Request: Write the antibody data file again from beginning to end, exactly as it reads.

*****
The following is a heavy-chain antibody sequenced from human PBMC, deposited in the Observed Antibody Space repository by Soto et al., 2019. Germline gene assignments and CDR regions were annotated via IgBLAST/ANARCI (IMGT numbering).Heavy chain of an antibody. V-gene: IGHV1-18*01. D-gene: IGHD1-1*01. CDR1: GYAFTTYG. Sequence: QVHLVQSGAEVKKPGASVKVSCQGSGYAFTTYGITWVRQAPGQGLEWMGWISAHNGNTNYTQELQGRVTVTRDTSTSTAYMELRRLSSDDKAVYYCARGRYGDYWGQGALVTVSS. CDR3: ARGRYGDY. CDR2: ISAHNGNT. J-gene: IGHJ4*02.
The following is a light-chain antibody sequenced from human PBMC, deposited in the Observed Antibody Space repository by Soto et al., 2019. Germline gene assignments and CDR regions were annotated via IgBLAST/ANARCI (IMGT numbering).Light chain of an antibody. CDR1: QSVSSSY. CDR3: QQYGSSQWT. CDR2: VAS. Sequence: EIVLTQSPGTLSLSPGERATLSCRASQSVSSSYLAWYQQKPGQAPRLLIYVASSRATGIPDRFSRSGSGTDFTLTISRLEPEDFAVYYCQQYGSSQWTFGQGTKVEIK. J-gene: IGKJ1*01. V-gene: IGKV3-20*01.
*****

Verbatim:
The following is a heavy-chain antibody sequenced from human PBMC, deposited in the Observed Antibody Space repository by Soto et al., 2019. Germline gene assignments and CDR regions were annotated via IgBLAST/ANARCI (IMGT numbering).Heavy chain of an antibody. V-gene: IGHV1-18*01. D-gene: IGHD1-1*01. CDR1: GYAFTTYG. Sequence: QVHLVQSGAEVKKPGASVKVSCQGSGYAFTTYGITWVRQAPGQGLEWMGWISAHNGNTNYTQELQGRVTVTRDTSTSTAYMELRRLSSDDKAVYYCARGRYGDYWGQGALVTVSS. CDR3: ARGRYGDY. CDR2: ISAHNGNT. J-gene: IGHJ4*02.
The following is a light-chain antibody sequenced from human PBMC, deposited in the Observed Antibody Space repository by Soto et al., 2019. Germline gene assignments and CDR regions were annotated via IgBLAST/ANARCI (IMGT numbering).Light chain of an antibody. CDR1: QSVSSSY. CDR3: QQYGSSQWT. CDR2: VAS. Sequence: EIVLTQSPGTLSLSPGERATLSCRASQSVSSSYLAWYQQKPGQAPRLLIYVASSRATGIPDRFSRSGSGTDFTLTISRLEPEDFAVYYCQQYGSSQWTFGQGTKVEIK. J-gene: IGKJ1*01. V-gene: IGKV3-20*01.